A new project aiming to establish a hemp seed processing plant in New Zealand has received backing from the Ministry for Primary Industries.
Hemp Connect's two-year pilot project ultimately aims to enable locally grown hemp food products to compete with imported varieties.
Since 2020, the Levin-based company has been working on creative solutions for processing New Zealand grown hemp more efficiently and reducing production costs.
"One of the keys to reducing costs has been researching how to use the entire seed, as well as the associated waste streams," managing director of Hemp Connect Mathew Johnson said.
The project could be a game-changer for the local hemp industry.
"Our goal with this project is to make hemp food production in New Zealand a viable and internationally competitive option."
Traditionally, the cost of importing hemp food had been significantly cheaper than producing it locally, Johnson said.
"By increasing the scale of production, new product developments such as husk bi-products, hemp sprouts and animal feed will become more economically viable."
Hemp Connect had been working to modify its existing equipment, Johnson said.
"[We] have researched equipment from all over the world to find ways of getting the most out of every hemp seed."
With the help of others, Hemp Connect applied its "Number 8 Wire thinking" to an industry that had been around for centuries - but without the New Zealand touch, Johnson said.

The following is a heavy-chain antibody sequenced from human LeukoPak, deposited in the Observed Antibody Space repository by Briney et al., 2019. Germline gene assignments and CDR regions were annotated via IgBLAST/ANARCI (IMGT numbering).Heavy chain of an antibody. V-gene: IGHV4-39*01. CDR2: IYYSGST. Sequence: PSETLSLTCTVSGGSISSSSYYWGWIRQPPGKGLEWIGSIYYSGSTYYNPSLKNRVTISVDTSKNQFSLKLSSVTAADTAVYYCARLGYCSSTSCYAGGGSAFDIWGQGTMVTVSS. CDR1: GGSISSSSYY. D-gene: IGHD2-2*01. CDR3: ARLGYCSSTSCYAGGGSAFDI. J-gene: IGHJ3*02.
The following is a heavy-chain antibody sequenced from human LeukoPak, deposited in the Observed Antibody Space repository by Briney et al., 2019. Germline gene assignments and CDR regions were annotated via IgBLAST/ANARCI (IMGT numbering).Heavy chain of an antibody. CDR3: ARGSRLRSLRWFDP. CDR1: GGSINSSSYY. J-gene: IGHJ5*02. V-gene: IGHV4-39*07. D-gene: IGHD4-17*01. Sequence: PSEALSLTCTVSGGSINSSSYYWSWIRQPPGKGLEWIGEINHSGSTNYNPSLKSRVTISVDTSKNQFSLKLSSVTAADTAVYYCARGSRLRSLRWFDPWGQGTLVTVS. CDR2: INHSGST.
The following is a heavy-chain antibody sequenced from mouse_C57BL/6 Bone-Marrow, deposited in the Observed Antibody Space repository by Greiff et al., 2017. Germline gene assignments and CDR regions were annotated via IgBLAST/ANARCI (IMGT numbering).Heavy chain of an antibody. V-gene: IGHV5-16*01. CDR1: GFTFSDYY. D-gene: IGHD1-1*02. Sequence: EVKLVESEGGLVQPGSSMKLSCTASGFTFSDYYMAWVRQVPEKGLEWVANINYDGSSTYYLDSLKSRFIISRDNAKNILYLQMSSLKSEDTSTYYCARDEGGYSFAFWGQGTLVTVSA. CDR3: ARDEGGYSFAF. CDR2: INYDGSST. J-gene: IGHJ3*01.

"We have loved working with so many people, including our new staff, engineers, electricians and pneumatic specialists."
MPI is contributing more than $245,000 to the project through its Sustainable Food and Fibre Futures fund.
Hemp Connect was "delighted" to partner with MPI to prove its concept at a larger scale, Johnson said.
"[We] look forward to working hard over the next two years to make this a reality."
The project worked well with the Ministry's Fit for a Better World – Accelerating our Economic Potential roadmap, MPI's director of investment programmes, Steve Penno said.
The roadmap included strengthening the environmental credentials of Kiwi food and fibre products, and driving further growth in the value of New Zealand products
"Hemp doesn't need chemicals and is drought tolerant, so it has environmental benefits.
"One of the most exciting aspects of this project will be enabling Hemp Connect to develop products that have never been produced domestically or internationally."